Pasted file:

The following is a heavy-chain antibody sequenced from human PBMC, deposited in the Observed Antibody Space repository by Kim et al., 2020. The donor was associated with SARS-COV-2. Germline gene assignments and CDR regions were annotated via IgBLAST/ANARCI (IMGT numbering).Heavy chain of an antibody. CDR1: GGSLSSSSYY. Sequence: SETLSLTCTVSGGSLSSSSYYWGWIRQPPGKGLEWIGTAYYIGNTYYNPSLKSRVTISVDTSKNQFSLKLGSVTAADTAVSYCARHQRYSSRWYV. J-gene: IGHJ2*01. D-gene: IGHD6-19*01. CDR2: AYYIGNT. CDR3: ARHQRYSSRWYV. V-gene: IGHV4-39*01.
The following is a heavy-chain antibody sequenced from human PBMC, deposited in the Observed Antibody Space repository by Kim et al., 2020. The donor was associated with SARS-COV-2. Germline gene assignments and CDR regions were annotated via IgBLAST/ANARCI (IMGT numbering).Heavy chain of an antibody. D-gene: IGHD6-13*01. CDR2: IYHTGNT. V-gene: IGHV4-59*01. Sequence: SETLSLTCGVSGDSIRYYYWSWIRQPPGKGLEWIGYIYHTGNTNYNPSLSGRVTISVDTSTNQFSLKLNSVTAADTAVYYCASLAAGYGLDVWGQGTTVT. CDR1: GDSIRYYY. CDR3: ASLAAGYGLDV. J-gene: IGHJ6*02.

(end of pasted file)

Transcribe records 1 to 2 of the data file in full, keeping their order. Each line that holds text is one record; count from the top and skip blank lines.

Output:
The following is a heavy-chain antibody sequenced from human PBMC, deposited in the Observed Antibody Space repository by Kim et al., 2020. The donor was associated with SARS-COV-2. Germline gene assignments and CDR regions were annotated via IgBLAST/ANARCI (IMGT numbering).Heavy chain of an antibody. CDR1: GGSLSSSSYY. Sequence: SETLSLTCTVSGGSLSSSSYYWGWIRQPPGKGLEWIGTAYYIGNTYYNPSLKSRVTISVDTSKNQFSLKLGSVTAADTAVSYCARHQRYSSRWYV. J-gene: IGHJ2*01. D-gene: IGHD6-19*01. CDR2: AYYIGNT. CDR3: ARHQRYSSRWYV. V-gene: IGHV4-39*01.
The following is a heavy-chain antibody sequenced from human PBMC, deposited in the Observed Antibody Space repository by Kim et al., 2020. The donor was associated with SARS-COV-2. Germline gene assignments and CDR regions were annotated via IgBLAST/ANARCI (IMGT numbering).Heavy chain of an antibody. D-gene: IGHD6-13*01. CDR2: IYHTGNT. V-gene: IGHV4-59*01. Sequence: SETLSLTCGVSGDSIRYYYWSWIRQPPGKGLEWIGYIYHTGNTNYNPSLSGRVTISVDTSTNQFSLKLNSVTAADTAVYYCASLAAGYGLDVWGQGTTVT. CDR1: GDSIRYYY. CDR3: ASLAAGYGLDV. J-gene: IGHJ6*02.